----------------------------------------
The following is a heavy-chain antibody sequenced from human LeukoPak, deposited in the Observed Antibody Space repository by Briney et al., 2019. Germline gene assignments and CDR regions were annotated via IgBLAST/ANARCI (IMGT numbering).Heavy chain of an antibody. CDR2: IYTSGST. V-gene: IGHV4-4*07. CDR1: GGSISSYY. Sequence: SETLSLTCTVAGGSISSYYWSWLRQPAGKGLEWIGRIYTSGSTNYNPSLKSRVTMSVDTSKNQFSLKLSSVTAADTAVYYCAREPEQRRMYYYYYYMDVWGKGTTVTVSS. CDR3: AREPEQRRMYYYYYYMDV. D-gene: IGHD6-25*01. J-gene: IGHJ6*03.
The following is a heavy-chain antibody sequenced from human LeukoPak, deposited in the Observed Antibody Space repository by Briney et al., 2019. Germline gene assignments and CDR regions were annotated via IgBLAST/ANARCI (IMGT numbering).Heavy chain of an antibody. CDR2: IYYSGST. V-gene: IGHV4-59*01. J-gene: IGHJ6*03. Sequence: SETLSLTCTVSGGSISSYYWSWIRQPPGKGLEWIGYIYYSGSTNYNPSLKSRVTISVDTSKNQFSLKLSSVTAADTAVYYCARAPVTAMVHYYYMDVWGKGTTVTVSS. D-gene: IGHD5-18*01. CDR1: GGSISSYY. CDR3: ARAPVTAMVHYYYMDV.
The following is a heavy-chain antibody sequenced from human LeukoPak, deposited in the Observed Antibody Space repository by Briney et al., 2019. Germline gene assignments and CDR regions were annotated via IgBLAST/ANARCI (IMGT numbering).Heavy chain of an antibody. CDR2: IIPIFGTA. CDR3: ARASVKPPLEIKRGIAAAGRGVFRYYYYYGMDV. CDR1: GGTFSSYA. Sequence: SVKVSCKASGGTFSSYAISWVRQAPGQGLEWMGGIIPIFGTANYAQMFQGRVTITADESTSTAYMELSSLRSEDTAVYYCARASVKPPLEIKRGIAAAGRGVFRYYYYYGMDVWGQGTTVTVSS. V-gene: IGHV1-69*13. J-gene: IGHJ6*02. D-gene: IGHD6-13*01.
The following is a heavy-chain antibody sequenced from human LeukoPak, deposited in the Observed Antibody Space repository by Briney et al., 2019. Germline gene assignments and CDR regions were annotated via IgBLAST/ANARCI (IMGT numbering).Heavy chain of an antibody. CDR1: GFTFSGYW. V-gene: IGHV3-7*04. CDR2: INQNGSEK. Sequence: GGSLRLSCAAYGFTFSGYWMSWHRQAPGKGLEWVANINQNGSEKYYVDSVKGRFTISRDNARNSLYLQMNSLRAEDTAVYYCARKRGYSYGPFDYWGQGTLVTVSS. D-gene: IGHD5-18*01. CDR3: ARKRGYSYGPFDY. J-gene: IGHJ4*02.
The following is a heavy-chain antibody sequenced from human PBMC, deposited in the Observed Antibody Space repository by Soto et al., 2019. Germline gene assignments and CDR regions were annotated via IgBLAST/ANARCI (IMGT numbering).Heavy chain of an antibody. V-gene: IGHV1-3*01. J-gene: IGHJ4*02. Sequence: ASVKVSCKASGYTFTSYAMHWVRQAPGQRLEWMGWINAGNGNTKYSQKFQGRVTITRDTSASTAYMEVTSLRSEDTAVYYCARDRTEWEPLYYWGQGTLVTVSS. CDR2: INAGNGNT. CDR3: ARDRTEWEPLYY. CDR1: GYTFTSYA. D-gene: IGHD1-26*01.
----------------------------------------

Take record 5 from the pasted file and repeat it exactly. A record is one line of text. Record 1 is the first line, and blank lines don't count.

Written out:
The following is a heavy-chain antibody sequenced from human PBMC, deposited in the Observed Antibody Space repository by Soto et al., 2019. Germline gene assignments and CDR regions were annotated via IgBLAST/ANARCI (IMGT numbering).Heavy chain of an antibody. V-gene: IGHV1-3*01. J-gene: IGHJ4*02. Sequence: ASVKVSCKASGYTFTSYAMHWVRQAPGQRLEWMGWINAGNGNTKYSQKFQGRVTITRDTSASTAYMEVTSLRSEDTAVYYCARDRTEWEPLYYWGQGTLVTVSS. CDR2: INAGNGNT. CDR3: ARDRTEWEPLYY. CDR1: GYTFTSYA. D-gene: IGHD1-26*01.